The Syrian government has said three of its soldiers have been killed in a US-led coalition air strike, but the coalition has denied responsibility.
The foreign ministry said jets fired missiles at an army camp in Deir al-Zour province, which is largely controlled by Islamic State (IS).
The ministry condemned what it called an act of "flagrant aggression".
However, a coalition spokesman insisted that its forces had carried out no strikes in the area near the camp.
Responding to a later report that coalition air strikes may have killed up to 26 civilians in a separate strike in al-Hol in northern Syria, a spokesman said allegations were taken very "seriously", adding that if the information was deemed "credible", an investigation would be launched and the results released publicly.
The coalition has been targeting IS militants in Syria since September 2014, and does not co-ordinate its raids with the authorities in Damascus.
Russia has also been bombing IS and other opponents of President Bashar al-Assad since late September.
The Syrian foreign ministry said four coalition warplanes fired nine missiles at the camp in Deir al-Zour province on Sunday evening, killing three soldiers and wounding 13 others.
Three armoured vehicles, four military vehicles, heavy machine-guns and an arms and ammunition depot were destroyed, it added.
The ministry did not say which camp was hit, but the Syrian Observatory for Human Rights earlier reported that coalition jets had bombed part of the Saeqa camp, near the town of Ayyash in northern Deir al-Zour.
The UK-based monitoring group put the death toll at four.
"The Syrian Arab Republic strongly condemns this flagrant aggression by the US-led coalition forces, which blatantly violates the objectives of the UN Charter," the foreign ministry warned.
The ministry called on the UN Security Council to "take urgent measures to prevent such aggressions from occurring again".
It added that such "aggression hinders the efforts to fight terrorism, and proves that the US-led coalition lacks seriousness and credibility to effectively fight terrorism".
However, coalition spokesman Col Steve Warren denied it was responsible.
"We've seen those Syrian reports but we did not conduct any strikes in that part of Deir al-Zour yesterday. So we see no evidence," he told the AFP news agency.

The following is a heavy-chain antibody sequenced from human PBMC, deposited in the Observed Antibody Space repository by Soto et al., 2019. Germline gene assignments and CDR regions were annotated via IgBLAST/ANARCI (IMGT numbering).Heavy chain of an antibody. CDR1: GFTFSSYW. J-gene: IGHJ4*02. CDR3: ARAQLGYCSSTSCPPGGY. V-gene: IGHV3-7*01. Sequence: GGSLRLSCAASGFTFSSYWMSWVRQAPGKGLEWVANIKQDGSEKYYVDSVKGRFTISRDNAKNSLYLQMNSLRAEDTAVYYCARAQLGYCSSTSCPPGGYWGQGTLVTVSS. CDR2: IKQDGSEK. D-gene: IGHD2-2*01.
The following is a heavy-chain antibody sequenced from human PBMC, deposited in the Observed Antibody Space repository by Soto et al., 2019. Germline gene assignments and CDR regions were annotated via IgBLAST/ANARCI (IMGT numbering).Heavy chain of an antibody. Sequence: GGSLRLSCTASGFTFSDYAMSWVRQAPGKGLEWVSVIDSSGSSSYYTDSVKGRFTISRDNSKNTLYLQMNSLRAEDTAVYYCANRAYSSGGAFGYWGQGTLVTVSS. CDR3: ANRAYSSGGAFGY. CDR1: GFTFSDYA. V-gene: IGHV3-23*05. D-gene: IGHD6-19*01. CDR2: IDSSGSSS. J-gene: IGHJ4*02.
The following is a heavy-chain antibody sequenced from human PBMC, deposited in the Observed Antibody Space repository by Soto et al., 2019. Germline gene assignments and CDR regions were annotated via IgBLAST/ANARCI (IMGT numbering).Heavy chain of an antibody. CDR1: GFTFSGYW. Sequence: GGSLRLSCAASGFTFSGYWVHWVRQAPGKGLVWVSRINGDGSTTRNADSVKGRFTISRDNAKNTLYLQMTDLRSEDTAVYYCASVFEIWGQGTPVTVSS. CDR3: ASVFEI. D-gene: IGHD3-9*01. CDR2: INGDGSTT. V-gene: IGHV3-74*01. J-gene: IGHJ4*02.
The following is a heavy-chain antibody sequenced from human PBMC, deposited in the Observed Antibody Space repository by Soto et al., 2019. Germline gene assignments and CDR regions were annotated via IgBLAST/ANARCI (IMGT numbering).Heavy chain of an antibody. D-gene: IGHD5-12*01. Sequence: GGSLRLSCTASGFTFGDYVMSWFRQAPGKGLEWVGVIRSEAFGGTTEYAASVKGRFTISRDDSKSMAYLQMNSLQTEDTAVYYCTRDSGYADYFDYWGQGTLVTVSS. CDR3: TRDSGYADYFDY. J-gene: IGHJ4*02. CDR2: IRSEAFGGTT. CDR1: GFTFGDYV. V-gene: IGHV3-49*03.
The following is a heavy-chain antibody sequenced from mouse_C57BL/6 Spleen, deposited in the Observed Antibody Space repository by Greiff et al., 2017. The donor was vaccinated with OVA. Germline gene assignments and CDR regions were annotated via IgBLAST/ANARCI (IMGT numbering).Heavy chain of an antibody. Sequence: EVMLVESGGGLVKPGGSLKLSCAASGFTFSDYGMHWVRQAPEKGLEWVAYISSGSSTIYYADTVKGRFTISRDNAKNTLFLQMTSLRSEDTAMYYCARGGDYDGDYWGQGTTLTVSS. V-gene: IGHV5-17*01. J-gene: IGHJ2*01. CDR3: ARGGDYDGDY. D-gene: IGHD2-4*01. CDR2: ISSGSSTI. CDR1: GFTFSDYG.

Col Warren said the only strikes in Deir al-Zour targeted a wellhead at an oil field 55km (34 miles) away from the area where the soldiers were reportedly killed.
"There were no human beings in the area that we struck yesterday," he added.
One unnamed US military source blamed Russia for the air strike.
However, Pentagon spokesman Capt Jeff Davis later said that although Russia did fly long-range bomber missions into Syria on Sunday, "we have not been able to correlate one to the other".
IS controls most of Deir al-Zour province, including almost all of its capital.
The province links the group's headquarters in Raqqa with territory controlled by the group in western Iraq, and its oilfields are also a major source of revenue for IS.
If coalition jets did hit the Syrian army camp - reported to be close to ground held by IS - it would be the first time such a thing is known to have happened since the US began air strikes in Syria, says the BBC's Jim Muir in Beirut.
The coalition has been stepping up its attacks in recent weeks on IS positions and oil installations in northern and eastern Syria. Broadening the scope brings with it a risk that unintended targets might be hit, our correspondent adds.
Last week, the UK decided to participate in the air strikes in Syria, extending its existing bombing campaign against IS in Iraq.